Under Section 18 of the Australian Consumer Law, (which forms part of the Competition and Consumer Act 2010) any conduct which is deceptive and misleading in nature or is likely to deceive or mislead, is unlawful in trade or commerce.

The Australian Consumer Law not only prohibits deceptive and misleading conduct in any supply of goods or services, but also creates a broad, economy wide norm of conduct.

Deceptive and Misleading Conduct

It is an unlawful act for an employer or a recruitment agency to make deceptive and misleading representations to a potential employee about:

Nature of employment;

Terms of employment;

Conditions of employment;

Availability of employment;

Any other matters relating to the employment; or

Company’s financial status.

In today’s world, where the market is very competitive and every employer bestows the most lucrative perks and incentives to attract the best employees, it is the primary duty of the employer not to make a false promise. Simultaneously, the employee also shares the same burden of not perpetrating anything or any activity which is deceptive or misleading in nature. At times, employees also provide false information regarding their work experience, remuneration compensations or do not disclose any crucial information which an employer must know prior to the hiring.

There were few instances where employer was held liable for misleading and deceptive conducts. In Morton v Interpro Australia Pty Ltd & Anor [2009] FMCA 423, Mr Morton, a senior sales employee alleged that the company made false representation about its commission based bonus scheme during the negotiations made while accepting the post. He asserted that on the basis of the lucrative bonus, he accepted the offer of employment and relocated from United Kingdom to Australia to join the company. After the commencement of his association with the company, the company abruptly removed the beneficial commission based scheme. The Court held that the representation induced Mr Morton to accept the role and to relocate to Australia. In such circumstances, the representation was found to be a conduct that was misleading and deceptive.

In another case, Moss v Lowe Hunt & Partners [2010] FC 1181, the Plaintiff, Mr Moss worked as a freelancer and took work on a temporary basis from various companies. Lowe Hunt & Partners (Lowe Hunt) was a company for whom Mr Moss used to work on a contractual basis. Lowe Hunt expressed his idea to hire Mr Moss as a permanent employee in its company instead of using him on a contractual basis. While negotiating with Mr Moss in the hiring process, Lowe Hunt made a false representation about the company’s financial position and misrepresented the company as a financially successful agency. Mr Moss banked on this representation and joined Lowe Hunt. After 18 months of his tenure, he visualised the actual condition of the company which was completely different from the representations Lowe Hunt made. Mr Moss was disappointed and claimed damages. The Federal Court after hearing from both the parties and going through all the documents found Lowe Hunt guilty of representing false and misleading statements. The Judge stated it was misleading or deceptive to describe a business as being successful when it did not have the continued support of its parent company and henceforth, ordered damages to be paid to Mr Moss for the losses he suffered.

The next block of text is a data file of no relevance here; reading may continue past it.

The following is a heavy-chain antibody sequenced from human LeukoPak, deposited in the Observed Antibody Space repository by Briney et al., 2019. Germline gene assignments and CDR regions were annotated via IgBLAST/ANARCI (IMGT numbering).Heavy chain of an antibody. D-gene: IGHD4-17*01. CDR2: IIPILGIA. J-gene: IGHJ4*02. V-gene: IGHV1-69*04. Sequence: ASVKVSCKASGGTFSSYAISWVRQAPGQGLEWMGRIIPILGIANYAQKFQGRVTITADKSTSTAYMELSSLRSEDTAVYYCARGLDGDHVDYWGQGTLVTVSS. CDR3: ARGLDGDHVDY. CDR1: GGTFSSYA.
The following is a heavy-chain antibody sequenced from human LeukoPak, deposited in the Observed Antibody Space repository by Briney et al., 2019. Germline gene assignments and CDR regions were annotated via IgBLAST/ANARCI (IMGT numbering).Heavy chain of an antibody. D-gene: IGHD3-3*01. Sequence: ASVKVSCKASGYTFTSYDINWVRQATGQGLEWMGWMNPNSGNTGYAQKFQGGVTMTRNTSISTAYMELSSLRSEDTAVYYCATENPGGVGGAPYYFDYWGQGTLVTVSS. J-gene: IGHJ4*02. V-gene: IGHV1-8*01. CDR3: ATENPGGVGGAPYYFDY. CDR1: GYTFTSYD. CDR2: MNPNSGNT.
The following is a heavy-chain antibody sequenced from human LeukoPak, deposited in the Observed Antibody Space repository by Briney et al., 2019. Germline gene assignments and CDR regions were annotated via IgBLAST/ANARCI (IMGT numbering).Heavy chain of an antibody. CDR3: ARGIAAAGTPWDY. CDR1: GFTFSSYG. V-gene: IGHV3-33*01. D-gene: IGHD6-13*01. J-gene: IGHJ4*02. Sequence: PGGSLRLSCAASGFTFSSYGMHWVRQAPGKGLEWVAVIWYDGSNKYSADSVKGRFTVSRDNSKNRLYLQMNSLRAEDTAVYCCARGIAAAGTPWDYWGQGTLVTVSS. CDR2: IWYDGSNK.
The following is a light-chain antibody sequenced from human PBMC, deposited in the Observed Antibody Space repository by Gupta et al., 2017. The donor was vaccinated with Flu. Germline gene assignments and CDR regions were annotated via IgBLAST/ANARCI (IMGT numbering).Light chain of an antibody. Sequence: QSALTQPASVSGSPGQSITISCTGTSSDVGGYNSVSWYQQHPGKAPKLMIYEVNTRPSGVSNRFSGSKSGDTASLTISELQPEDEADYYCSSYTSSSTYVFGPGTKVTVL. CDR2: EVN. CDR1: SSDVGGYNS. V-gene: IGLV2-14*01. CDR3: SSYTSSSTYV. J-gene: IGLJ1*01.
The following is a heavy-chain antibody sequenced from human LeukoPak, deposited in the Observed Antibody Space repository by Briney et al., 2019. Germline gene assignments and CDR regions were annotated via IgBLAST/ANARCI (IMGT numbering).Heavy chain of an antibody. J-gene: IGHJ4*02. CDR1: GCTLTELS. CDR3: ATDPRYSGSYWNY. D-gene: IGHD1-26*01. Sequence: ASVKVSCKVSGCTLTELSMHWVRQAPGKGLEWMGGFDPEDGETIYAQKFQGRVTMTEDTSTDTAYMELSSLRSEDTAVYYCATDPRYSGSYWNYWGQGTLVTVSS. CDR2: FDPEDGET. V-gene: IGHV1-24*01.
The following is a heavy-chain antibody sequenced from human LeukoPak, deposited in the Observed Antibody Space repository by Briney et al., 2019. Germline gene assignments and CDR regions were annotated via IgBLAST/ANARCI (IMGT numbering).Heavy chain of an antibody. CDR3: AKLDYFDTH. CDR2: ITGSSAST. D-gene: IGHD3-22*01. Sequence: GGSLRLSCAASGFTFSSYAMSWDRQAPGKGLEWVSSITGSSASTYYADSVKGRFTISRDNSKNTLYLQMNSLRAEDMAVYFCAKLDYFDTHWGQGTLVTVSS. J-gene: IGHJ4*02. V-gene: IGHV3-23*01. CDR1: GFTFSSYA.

Over the years, we have represented organisations and executive employees. If your employer/employee has deceived you by making false statements, feel free to contact our team of experts at Owen Hodge Lawyers to provide assistance in such matters.

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Employment Contract after the End of your Employment
Employment Contracts & Awards
What to Consider When Hiring a Contractor
Workplace Rights and Adverse Action
Wrongful Dismissal Vs Unfair Dismissal
Executive Employment Agreements rather then Employment Law
Breach Of Employment Contract / Wrongful Dismissal
Breach Of Fiduciary Duties
Changes to Parental Leave

Disciplinary Matters – Deceptive And Misleading Conduct
Employment Law
Employment Rights – Termination Of Employment
Industrial Law
Sexual Harassment Laws
Law & Employers
How to deal with Workplace Bullying
Minimum Wage
Paid Parental Leave
Public Sector Employees

Redundancy & Redundancy Pay
Redundancy of Executive Employees
Restraint of Trade
Small To Medium Businesses And Employment Law
Surveillance in the Workplace
Terminating Employment Contracts
Think twice before Dismissing Employees on Workers’ Compensation
Unfair Dismissal – Not Covered By An Award
When Competitors Steal Staff There Are Legal Consequences
Work Place Safety

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